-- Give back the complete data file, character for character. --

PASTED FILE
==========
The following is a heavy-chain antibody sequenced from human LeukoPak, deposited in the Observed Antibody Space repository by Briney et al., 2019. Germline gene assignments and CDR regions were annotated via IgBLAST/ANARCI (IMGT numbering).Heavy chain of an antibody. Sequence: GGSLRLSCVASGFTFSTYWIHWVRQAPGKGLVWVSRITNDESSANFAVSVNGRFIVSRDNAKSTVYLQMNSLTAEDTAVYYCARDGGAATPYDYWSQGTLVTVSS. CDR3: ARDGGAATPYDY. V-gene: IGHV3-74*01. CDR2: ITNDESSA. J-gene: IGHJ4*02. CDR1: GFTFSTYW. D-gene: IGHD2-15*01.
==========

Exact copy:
The following is a heavy-chain antibody sequenced from human LeukoPak, deposited in the Observed Antibody Space repository by Briney et al., 2019. Germline gene assignments and CDR regions were annotated via IgBLAST/ANARCI (IMGT numbering).Heavy chain of an antibody. Sequence: GGSLRLSCVASGFTFSTYWIHWVRQAPGKGLVWVSRITNDESSANFAVSVNGRFIVSRDNAKSTVYLQMNSLTAEDTAVYYCARDGGAATPYDYWSQGTLVTVSS. CDR3: ARDGGAATPYDY. V-gene: IGHV3-74*01. CDR2: ITNDESSA. J-gene: IGHJ4*02. CDR1: GFTFSTYW. D-gene: IGHD2-15*01.